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 Post subject: Re: Artists vs Dot-Coms
PostPosted: Thu Aug 24, 2000 10:37 am 
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Michael Scott Moore's opinion is very clear in this headline for his SF Weekly story:<P> <BLOCKQUOTE><font size="1" face="Verdana, Arial">quote:</font><HR>Make Room for Art <BR>How to protect arts spaces during an economic boom (protests won't do it)<HR></BLOCKQUOTE><P><B><A HREF="http://www.sfweekly.com/issues/2000-08-23/stage.html" TARGET=_blank>Read the full article</A></B>


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 Post subject: Re: Artists vs Dot-Coms
PostPosted: Sat Sep 02, 2000 11:15 am 
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Neva Chonin's article in the SF Chronicle begins:<P> <BLOCKQUOTE><font size="1" face="Verdana, Arial">quote:</font><HR>August will be remembered as the month San Francisco rediscovered the art of activism. Let's call it artivism, because we like to make up new words to confound our copy editors. <P>The Bay Area -- indeed, all of California -- is under siege by nouveau- riche pilgrims who apparently have little use for indie rock, dance clubs, dance studios, alternative art galleries, underground theater or one-screen repertory movie houses. <P>But San Francisco's arts community isn't taking this invasion lying down -- unless one counts going limp during arrest.<HR></BLOCKQUOTE><P><B><A HREF="http://www.sfgate.com/cgi-bin/article.cgi?file=/chronicle/archive/2000/09/03/PK96027.DTL" TARGET=_blank>Follow this link for more</A></B>


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 Post subject: Re: Artists vs Dot-Coms
PostPosted: Sat Sep 02, 2000 8:57 pm 
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The nationwide trend is reported by Chris Taylor in Time Magazine:<P> <BLOCKQUOTE><font size="1" face="Verdana, Arial">quote:</font><HR>Dotcom-related price spurts in real estate aren't confined to the tech-heavy Bay Area. The cities with the highest rates of growth when it comes to technology companies--places like Phoenix, Ariz.; Denver; Boston; Portland, Ore.; Fort Worth and Austin, Texas--also happen to be the cities with the fastest-rising house prices. "This is no coincidence," says Ross DeVol, an economist at the Milken Institute in Los Angeles, a nonprofit think tank. "The indirect effect of [dotcoms'] being there is that landlords jack up the rates on everyone else. It's out of control."<HR></BLOCKQUOTE><P><B><A HREF="http://www.time.com/time/magazine/articles/0,3266,52973,00.html" TARGET=_blank>More</A></B>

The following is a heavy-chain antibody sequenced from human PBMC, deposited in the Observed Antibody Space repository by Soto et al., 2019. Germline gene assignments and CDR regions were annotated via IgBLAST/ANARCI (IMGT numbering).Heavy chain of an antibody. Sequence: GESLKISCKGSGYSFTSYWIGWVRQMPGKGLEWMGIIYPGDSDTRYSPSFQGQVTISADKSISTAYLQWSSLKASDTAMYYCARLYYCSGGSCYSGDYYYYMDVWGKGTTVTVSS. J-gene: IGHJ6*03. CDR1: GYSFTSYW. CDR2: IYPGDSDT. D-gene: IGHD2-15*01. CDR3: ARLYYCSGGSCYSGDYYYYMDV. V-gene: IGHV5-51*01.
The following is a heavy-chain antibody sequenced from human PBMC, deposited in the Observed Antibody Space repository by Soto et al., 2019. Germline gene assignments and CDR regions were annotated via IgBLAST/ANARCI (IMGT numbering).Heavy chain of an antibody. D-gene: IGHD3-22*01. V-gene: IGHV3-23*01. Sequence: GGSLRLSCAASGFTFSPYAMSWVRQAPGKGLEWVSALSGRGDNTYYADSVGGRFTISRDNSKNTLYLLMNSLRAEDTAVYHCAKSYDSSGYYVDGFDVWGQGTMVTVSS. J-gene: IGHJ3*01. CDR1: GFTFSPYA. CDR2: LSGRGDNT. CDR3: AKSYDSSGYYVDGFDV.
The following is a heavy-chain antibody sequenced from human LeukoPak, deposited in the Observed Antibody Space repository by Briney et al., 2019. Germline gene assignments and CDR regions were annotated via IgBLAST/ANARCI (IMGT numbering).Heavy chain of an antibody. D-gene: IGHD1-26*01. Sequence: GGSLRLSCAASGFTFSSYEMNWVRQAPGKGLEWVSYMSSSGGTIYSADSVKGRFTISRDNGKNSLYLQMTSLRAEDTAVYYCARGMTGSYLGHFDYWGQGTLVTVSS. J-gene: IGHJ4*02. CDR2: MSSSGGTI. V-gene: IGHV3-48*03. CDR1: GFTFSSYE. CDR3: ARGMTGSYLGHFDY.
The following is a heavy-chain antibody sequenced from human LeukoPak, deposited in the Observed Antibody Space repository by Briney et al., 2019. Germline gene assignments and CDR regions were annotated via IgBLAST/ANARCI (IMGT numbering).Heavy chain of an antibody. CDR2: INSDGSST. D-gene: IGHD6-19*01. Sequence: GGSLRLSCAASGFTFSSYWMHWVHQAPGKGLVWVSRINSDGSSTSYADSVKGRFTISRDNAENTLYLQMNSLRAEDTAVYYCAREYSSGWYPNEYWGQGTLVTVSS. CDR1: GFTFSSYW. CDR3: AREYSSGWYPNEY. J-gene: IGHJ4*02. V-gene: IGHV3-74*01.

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 Post subject: Re: Artists vs Dot-Coms
PostPosted: Sat Sep 02, 2000 10:22 pm 
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So is it the tech industry companies who can pay higher rents (at least for the few months they exist) or the landlords who ask these higher rents who are "the problem"?


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 Post subject: Re: Artists vs Dot-Coms
PostPosted: Sat Sep 02, 2000 10:32 pm 
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I guess this just seems like pretty generalized finger-pointing. <P>Nina Chonin's comments in the SF Chronicle "The Bay Area -- indeed, all of California -- is under siege by nouveau- riche pilgrims who apparently have little use for indie rock, dance clubs, dance studios, alternative art galleries, underground theater or one-screen repertory movie houses" covers a little too much ground for me. <P>Don't these "nouveau-riche" (oh yes, old money or no money must be the only way to go) people buy art for their homes and offices (yes, the ones people used to dance in) records, and tickets to live theater and music performances?<P>I suppose one could then say that the people being dissected (I mean discussed) should have a special interest in the arts - well perhaps they do, but just aren't in positions to make the big decisions. Sometimes people don't see so well from way up there at the top of the pyramid.<P>I just don't think every person who works in the tech industry in the Bay Area should have to hang her head because of the way the real estate market is working.<P>This of course from someone who loves dance and lives far from the geographical focus of this (combatively titled) thread.